Kirkus Reviews
The greatest living writer of Western historicals (Jericho's Road, 2004, etc.) sets spurs to a new trilogy. Looking for the next dream in 1816, Mordecai Lewis leaves Tennessee-and his wife and kids-to head west in search of fresh land to settle. He returns empty-handed but dream-packed. The Lewises have little truck with surveyors and boundaries, they just move west and take up empty land until civilization encroaches on them. Now Mordecai has Homeric tales of the Spanish land called Texas, a limitless spread of golden earth bending past the horizon, whose population of wild horses is protected by the Mexican military, led by the murderous Lieutenant Armando Rodriguez. When Lewis gets a band together to round up a herd of those wild mustangs, self-righteous thief and neighbor Cyrus Blackwood insinuates himself into it. Also along is the series hero, young Michael Lewis. At the Sabine River, Michael meets Marie Villaret and loses his heart, as does she. The backwoodsmen round up a herd and head back to the States, but they're betrayed by Cyrus Blackwood. Rodriguez and his troops stop and murder the Tennesseans; Michael sees his father's brains blown out. He manages to get back to the Villaret ranch, where he recovers enough to head home and find Cyrus Blackwood. Trying to bushwhack Michael, young Finis Blackwood gets his arm shot to pieces and later removed. The Blackwoods vow to kill Michael. Rather than ignite a feud that could go on for years and cost his family many lives, Michael sets off west. At the Villaret ranch he hears that Spain will allow 300 American settlers to create farms in Texas. He asks Marie to marry him when he returns with some land to settle. Dialogue from heavenand storytelling fresh as a gunshot grip each page about the true West.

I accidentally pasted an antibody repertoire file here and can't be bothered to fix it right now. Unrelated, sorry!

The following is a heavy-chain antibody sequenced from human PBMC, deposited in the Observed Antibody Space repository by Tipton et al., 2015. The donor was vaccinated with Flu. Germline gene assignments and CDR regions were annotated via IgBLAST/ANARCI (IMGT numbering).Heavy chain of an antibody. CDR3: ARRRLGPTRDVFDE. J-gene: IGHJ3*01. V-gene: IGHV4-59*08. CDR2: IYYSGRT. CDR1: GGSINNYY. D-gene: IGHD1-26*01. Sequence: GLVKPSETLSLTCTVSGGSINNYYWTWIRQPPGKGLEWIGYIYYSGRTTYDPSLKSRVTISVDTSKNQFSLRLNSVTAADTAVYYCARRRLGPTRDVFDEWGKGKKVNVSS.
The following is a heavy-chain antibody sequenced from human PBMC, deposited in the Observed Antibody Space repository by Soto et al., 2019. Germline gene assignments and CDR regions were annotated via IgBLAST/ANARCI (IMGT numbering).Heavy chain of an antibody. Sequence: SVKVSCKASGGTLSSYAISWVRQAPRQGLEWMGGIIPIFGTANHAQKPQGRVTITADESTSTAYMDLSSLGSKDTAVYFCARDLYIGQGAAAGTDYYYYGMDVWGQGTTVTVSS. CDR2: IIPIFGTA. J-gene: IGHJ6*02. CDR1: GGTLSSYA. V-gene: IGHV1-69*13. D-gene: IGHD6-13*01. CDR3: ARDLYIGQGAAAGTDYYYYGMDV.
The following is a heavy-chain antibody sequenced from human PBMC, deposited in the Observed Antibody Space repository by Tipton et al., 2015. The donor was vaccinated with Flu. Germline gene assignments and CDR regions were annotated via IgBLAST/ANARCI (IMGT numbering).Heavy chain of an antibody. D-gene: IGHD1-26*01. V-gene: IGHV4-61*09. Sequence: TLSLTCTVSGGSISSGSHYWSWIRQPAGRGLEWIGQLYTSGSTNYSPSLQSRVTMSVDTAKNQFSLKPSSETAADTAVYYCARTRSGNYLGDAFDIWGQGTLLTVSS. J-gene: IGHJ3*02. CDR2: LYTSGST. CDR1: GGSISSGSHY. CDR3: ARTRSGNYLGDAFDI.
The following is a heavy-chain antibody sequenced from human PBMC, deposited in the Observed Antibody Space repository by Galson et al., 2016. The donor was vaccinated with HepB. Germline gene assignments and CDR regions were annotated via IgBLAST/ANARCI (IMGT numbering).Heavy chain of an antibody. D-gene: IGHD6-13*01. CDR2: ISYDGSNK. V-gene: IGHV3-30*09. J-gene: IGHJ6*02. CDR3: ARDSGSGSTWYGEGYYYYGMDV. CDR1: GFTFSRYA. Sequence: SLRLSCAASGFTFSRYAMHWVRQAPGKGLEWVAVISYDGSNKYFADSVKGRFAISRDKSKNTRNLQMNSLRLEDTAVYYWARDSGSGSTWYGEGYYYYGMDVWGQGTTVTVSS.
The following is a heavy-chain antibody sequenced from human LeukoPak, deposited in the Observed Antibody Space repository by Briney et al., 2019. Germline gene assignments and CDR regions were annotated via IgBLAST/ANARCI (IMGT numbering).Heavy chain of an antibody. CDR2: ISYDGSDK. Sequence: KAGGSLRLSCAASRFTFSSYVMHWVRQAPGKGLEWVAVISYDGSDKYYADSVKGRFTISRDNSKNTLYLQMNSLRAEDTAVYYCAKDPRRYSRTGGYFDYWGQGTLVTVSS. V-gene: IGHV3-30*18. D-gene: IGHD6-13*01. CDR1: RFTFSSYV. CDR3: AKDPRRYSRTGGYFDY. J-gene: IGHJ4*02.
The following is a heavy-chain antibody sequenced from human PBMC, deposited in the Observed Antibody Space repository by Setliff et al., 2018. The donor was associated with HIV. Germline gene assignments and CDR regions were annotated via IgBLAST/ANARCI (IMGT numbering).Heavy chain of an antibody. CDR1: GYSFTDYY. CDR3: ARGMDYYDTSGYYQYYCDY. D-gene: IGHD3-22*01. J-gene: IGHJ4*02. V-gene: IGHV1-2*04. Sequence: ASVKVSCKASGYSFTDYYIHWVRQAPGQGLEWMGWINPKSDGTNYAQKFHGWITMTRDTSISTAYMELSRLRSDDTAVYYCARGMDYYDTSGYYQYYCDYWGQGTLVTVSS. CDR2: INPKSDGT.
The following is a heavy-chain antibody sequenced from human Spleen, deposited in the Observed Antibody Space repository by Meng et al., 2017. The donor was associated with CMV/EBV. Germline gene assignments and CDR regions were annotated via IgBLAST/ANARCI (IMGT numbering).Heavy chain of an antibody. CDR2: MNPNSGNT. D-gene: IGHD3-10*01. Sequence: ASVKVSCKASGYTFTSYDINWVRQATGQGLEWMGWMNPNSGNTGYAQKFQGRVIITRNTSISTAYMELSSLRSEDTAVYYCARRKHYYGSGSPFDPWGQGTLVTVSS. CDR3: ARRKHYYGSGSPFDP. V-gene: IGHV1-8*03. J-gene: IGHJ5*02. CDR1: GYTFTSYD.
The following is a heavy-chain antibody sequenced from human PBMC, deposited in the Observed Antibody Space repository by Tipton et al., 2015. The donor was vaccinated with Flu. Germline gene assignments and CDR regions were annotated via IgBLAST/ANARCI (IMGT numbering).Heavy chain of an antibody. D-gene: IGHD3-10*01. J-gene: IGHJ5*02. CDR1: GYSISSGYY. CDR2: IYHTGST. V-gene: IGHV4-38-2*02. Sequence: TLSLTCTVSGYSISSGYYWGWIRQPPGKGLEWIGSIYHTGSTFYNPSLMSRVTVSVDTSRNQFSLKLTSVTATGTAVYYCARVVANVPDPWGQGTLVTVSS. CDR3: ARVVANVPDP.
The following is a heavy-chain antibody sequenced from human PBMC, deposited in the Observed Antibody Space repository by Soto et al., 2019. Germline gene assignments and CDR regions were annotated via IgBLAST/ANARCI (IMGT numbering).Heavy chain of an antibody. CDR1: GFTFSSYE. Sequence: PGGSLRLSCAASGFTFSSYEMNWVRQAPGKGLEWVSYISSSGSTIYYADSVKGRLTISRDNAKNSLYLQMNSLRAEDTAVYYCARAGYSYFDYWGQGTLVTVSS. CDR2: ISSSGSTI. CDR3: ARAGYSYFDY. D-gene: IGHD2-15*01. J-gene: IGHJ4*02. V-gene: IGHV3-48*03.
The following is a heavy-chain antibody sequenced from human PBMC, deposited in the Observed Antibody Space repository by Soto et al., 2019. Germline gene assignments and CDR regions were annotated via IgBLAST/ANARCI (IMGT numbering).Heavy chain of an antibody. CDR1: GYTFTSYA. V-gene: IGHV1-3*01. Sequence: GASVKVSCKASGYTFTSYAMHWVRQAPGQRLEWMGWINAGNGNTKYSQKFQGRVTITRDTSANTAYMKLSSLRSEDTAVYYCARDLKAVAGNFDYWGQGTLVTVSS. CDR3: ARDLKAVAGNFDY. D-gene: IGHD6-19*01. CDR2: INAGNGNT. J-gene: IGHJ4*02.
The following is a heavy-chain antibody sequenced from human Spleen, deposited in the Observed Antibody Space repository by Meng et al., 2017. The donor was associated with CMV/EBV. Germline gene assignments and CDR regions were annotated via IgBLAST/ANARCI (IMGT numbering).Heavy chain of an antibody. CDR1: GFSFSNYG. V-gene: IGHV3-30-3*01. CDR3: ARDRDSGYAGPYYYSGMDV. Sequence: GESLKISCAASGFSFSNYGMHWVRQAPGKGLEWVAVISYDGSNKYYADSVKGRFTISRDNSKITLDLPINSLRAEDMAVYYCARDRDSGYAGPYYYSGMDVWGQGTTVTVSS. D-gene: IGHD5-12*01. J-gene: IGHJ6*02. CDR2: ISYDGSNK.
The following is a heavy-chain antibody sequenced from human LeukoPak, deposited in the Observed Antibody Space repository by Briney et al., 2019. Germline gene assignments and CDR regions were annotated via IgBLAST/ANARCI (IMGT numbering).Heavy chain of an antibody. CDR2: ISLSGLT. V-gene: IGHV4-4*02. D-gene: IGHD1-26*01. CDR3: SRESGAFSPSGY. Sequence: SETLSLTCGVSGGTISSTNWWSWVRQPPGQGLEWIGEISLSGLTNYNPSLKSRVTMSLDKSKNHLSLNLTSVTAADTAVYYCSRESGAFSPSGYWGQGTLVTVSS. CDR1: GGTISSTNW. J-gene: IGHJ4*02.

From the Publisher
Praise for Elmer Kelton:

"Elmer Kelton is to Texas what Mark Twain was to the Mississippi River."—Jory Sherman, author of The Barons of Texas

"As always, Mr. Kelton's history is accurate and his characters clearly drawn and believable." -The Dallas Morning News on Jericho's Road

"Once again, Kelton offers and exciting tale in which the bad guys are really bad and some of the good guys are, too. His characters are sharly defined, the historical background is vivid and the gunplay can't be beat." -Publishers Weekly on Jericho's Road

"Multiple Spur Award-winner Kelton knows how to tell a wallopin' good story without beating the reader over the head with it. His affection for his characters and his gentle sense of humor win the reader over bit by bit, until we find ourselves genuinely caring how the story comes out . —Abilene Reporter-News

"Elmer Kelton writes of early Texas with unerring authority. His knowledge of the state's history is complete, too—drawn from the lives of real people. . . . The fate of Texas is at hand, and Kelton will have readers eager to find out what happens."—Fort Worth Star-Telegram on The Buckskin Line